vious his dislike up and settle in the
to the cutting of world.” In common with other New Eng- wicks, the hanging of dips, and the casting land families of that day, the stock seemed of soap. Taking pains then to discover his to be weakened by this redundancy: though son's preferences, he finally apprenticed him Josiah was one of five brothers, and the as printer's devil to his son James. When father of ten sons, there was not, when the the brothers quarreled, and appeal was made eighteenth century ended, a single descen- to the father, “judgment,” the prentice dant of any one of the fifteen entitled to the says, “was generally in my favour.” And surname.
though Ben earned his own livelihood from Benjamin, the" tithe," or tenth, of Josiah's the time that he was twelve years of age, and sons, born January 6, 1706, outlived them all. saw his father only three times after he was From his father he de
sixteen, wherever he rived a heritage diffi
speaks of him it is with cult to measure, but two
affection and respect. of his qualities were
When he wrote to him, singled out by the son
the letters began, “Honas specially noteworthy:
ored Father,"and ended, “a sound understanding
“I am your dutiful son,” and solid judgment in
or “ I am your affectionprudential matters, both
ate and dutiful son”; in private and publick
while Josiah Franklin, affairs,"anda“ mechanic
in turn, began his letgenius” in being “very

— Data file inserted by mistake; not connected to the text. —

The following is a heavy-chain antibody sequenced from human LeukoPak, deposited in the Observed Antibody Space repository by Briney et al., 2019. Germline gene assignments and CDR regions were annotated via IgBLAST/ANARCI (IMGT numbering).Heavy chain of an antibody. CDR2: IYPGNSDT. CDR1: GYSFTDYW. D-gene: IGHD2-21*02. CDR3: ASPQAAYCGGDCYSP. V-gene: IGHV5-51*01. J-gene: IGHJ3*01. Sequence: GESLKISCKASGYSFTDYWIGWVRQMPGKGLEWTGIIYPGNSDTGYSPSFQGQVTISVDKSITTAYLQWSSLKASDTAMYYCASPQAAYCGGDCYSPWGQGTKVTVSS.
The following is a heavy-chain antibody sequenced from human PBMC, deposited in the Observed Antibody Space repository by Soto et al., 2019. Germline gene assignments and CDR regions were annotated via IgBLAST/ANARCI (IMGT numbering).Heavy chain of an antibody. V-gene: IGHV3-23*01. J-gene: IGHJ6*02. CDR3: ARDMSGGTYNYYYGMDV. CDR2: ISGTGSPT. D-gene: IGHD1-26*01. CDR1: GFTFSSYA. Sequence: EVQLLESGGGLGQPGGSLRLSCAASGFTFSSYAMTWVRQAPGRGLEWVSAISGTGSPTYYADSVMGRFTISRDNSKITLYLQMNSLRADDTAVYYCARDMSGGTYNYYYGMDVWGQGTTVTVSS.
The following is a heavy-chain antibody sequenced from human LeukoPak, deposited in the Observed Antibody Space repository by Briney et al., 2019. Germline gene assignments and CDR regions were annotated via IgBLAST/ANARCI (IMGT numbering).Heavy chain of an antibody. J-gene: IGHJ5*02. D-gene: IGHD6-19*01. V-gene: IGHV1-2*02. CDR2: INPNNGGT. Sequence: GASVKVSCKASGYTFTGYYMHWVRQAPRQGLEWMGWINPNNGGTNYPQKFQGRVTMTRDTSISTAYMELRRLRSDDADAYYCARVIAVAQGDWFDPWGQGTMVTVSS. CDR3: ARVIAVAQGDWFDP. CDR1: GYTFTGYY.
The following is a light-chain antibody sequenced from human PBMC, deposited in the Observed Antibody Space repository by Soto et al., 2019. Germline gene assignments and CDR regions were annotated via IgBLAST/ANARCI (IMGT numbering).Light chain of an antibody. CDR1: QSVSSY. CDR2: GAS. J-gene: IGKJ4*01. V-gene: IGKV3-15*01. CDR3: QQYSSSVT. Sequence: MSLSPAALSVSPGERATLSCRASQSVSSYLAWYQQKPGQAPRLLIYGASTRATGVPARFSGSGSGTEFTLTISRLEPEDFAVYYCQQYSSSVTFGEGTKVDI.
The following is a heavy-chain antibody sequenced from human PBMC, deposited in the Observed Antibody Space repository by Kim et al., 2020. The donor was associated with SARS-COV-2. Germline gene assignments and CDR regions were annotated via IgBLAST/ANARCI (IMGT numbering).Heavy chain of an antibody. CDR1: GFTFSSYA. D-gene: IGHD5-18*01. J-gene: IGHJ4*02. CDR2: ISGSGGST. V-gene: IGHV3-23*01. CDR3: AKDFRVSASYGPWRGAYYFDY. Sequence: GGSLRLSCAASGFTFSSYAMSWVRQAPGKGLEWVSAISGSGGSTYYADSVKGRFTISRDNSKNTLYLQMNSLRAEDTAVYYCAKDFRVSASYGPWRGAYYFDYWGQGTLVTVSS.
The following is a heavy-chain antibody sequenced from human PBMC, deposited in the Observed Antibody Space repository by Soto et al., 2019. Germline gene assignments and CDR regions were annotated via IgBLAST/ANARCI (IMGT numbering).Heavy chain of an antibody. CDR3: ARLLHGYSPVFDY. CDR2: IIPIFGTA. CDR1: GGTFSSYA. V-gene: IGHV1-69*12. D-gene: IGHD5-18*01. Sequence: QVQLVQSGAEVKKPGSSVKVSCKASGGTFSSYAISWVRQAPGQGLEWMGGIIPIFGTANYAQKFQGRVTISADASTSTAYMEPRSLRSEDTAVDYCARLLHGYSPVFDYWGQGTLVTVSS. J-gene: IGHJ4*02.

ters, “Loving Son," and handy in the use of
ended one,“ With hearty other tradesmen's tools.”
love.” More warmly still “It was indeed a lowly
the son spoke of his fadwelling we were
ther and mother in a brought up in,” wrote
letter to his sister, whom one of the children,
he chided because “ you many years after, “but
have mentioned nothing we were fed plentifully,
in your letter of our made comfortable with SOPHICAL SOCIETY, PHILADELPHIA, dear parents," writing fire and clothing, had sel
again, during the final dom any contention among us, but all was illness of his father: “Dear Sister, I love harmony, especially between the heads, and you tenderly for your care of our father in they were universally respected, and the his sickness." Josiah Franklin died in 1745,
leaving an estate valued
Franklin paid for the at twenty-four hundred
stone which marked the dollars.
grave of his parents, and In Franklin's auto
wrote for it an inscripbiography there is only
tion which vouched that the barest mention of
“He was a pious and his mother, Abiah, and
prudent man; She a merely as the daughter
discreet and virtuous of “one of the first set
woman"; and though tlers of New England."
elsewhere he cites the Presumably this silence
conventional epitaph as was due to the eigh
the extreme form of teenth-century attitude
falsehood, he was certoward women more
tainly justified in this than to any want of
inscription. “Honor thy affection, for the two
father and mother--i.e. corresponded with regu
live so as to be an honor larity, even after the
to them tho they are mother was “very weak
dead," he made Poor and short of breath
Richard advise his so that I cannot sit up
readers, and for once to write altho' I sleep
preacher and practiser well o' nights and my
were united. cough is better and I
Among the Chinese [he have a pretty good
noted, with approval), the stomach to my victuals," and she had to beg her FRANKLIN'S MONUMENT TO HIS PARENTS,
most ancient, and from GRANARY BURYING-GROUND, BOSTON.
long experience the wisest son to “please excuse